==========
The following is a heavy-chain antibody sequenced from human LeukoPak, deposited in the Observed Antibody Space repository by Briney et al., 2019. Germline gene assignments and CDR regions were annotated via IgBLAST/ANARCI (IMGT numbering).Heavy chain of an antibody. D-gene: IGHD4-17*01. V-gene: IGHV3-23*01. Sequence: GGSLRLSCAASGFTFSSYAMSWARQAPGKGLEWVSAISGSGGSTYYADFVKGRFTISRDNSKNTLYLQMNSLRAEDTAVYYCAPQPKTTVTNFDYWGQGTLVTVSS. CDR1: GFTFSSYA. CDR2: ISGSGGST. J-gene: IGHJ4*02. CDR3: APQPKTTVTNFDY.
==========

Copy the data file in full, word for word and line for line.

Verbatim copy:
The following is a heavy-chain antibody sequenced from human LeukoPak, deposited in the Observed Antibody Space repository by Briney et al., 2019. Germline gene assignments and CDR regions were annotated via IgBLAST/ANARCI (IMGT numbering).Heavy chain of an antibody. D-gene: IGHD4-17*01. V-gene: IGHV3-23*01. Sequence: GGSLRLSCAASGFTFSSYAMSWARQAPGKGLEWVSAISGSGGSTYYADFVKGRFTISRDNSKNTLYLQMNSLRAEDTAVYYCAPQPKTTVTNFDYWGQGTLVTVSS. CDR1: GFTFSSYA. CDR2: ISGSGGST. J-gene: IGHJ4*02. CDR3: APQPKTTVTNFDY.